‘Fish eggs? Why would anyone pay so much for fish eggs?’ This was my reaction as a kid when I was told the exorbitant price of the little silvery-grey specks that were on my crackers at a posh party. Now, graced with a little more enlightenment and social etiquette, I recognize this delicate little spheres as a sign of affluence, class, and sophistication, and am kicking myself just a little for not having helped myself to more of this delicacy when I had the chance.
So what is this sacred ‘caviar’ and why is it so darn expensive? Although the speculative side of me would like to think of it as a conspiracy worthy of diamond production or the USA landing on the moon (yes, it’s fake) alas, there is a more logical reason to why this delicacy is out of my pay grade. Caviar is made out of salt-cured fish eggs, traditionally the wild roaming sturgeon fish that was found in the Caspian and Black seas. The roe is either extracted from the ovaries of the fishes after stunning them, via C section, or via a more humane method called ‘stripping’ which involves making a tiny incision near the sturgeon’s urogenital muscles after determining the correct timing of the procedure by conducting an ultrasound on the fish.
So yeah, that’s why.
Originating from the Persian word ‘khaviar’ which means ‘bearing eggs’, the world’s largest producer of caviar is Iran due to its proximity to the Caspian Sea, although neighboring countries in the region are also well-known for their caviar production. But recently, another country has stepped up in the making of this connoseurial favourite, and that country is none other than Switzerland, or more specifically the northern region of Frutigen.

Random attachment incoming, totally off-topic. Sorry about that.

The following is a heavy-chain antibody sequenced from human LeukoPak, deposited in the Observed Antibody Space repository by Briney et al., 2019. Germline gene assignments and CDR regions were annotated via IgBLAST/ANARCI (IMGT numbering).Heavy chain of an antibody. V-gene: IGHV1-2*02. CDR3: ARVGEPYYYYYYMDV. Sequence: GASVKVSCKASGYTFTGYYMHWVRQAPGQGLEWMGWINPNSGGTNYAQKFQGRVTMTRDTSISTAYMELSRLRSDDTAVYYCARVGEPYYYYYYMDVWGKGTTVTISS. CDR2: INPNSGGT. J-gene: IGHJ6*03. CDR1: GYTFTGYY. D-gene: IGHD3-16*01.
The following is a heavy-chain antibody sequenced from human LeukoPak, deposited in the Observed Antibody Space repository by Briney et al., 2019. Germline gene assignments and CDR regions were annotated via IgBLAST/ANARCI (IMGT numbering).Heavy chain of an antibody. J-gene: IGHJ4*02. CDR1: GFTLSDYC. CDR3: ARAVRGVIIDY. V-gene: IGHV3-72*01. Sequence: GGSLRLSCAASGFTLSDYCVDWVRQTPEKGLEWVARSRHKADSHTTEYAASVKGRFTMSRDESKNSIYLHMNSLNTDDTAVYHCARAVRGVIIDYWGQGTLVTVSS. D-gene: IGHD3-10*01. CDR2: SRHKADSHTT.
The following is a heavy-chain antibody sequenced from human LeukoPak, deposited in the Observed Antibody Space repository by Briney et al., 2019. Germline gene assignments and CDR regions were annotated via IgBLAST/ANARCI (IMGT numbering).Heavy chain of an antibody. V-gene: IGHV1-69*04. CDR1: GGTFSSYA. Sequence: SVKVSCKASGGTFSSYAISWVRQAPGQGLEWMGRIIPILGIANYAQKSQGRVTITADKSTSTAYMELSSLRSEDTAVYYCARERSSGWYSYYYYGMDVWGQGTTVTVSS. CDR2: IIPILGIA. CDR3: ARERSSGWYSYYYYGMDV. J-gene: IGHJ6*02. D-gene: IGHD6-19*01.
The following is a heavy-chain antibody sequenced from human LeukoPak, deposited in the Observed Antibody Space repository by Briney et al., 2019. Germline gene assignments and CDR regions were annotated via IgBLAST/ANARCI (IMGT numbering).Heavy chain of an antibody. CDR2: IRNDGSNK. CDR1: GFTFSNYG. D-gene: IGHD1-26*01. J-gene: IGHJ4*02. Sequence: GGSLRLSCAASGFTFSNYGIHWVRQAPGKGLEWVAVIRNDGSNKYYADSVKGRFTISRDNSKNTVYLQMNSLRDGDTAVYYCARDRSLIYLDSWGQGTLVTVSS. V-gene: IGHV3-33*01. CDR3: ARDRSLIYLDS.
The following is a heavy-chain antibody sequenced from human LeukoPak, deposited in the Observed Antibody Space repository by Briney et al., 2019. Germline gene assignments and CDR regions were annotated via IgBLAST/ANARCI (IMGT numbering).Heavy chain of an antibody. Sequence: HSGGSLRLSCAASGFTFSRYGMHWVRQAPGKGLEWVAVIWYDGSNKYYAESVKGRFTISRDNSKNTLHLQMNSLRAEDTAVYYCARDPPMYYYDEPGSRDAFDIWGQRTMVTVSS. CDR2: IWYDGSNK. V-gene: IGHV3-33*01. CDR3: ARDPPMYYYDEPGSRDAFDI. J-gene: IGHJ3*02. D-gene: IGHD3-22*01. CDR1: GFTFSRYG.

The caviar is branded with the name ‘Oona’, which is a word derived from the Celtic community that was believed to have inhabited the area in earlier centuries, and it translates to ‘the unique, the extraordinary’. This musical name hints at the perfection of every individual caviar grain, and leads to the total experience created around this pure pleasure.
Even the aesthetics of Oona’s packaging expresses its desire to be different. The caviar is packed in little boxes that resemble ice cubes, a very creative way of catching the attention of potential consumers by reinforcing the image of utmost freshness in every box. No two ice cube boxes are the same, as each of them are designed separately with different patterns, textures and ridges. The idea was to create a packaging style that was attractive and presentable enough to be served straight onto the dining table, while serving as a collector’s piece after the little jar has been emptied of its caviar.
The packaging is not the only unique aspect about the caviar, though. Oona’s main selling point is its pure, distinctive taste, emanating from the source of the clear alpine mountain water and the careful breeding and processing of the sturgeons. This Swiss grade of caviar offers three different qualities of roe which are:
This is the highest quality in the range, where the roe has received the optimal maturation time, and is carefully handpicked grain by grain to ensure the minimum grain size of 2.6mm. Only a total of five percent of the sturgeon in Frutigen produces this quality of caviar, thus branding it a real rarity.
Only available with advanced booking, this caviar promises pure pleasure and freshness. Minimally salted as compared to the N°101, this relaxed, sparkling caviar is presented with a fascinatingly fresh aroma that will leave your senses tingling for a taste.
This range of caviar is characterised by its homogenous colour and the perfect roundness of each grain. With a salt content of maximum 3.5 percent, the N°103 delivers a nutty and creamy aroma which emphasises the eloquent taste of this high purity of caviar.
So if you’re a connoisseur in search of a new gourmet delicacy to delight your tastebuds with, head over to www.oona-schweiz.ch to find out how you can get your paws on Oona’s exquisite caviars!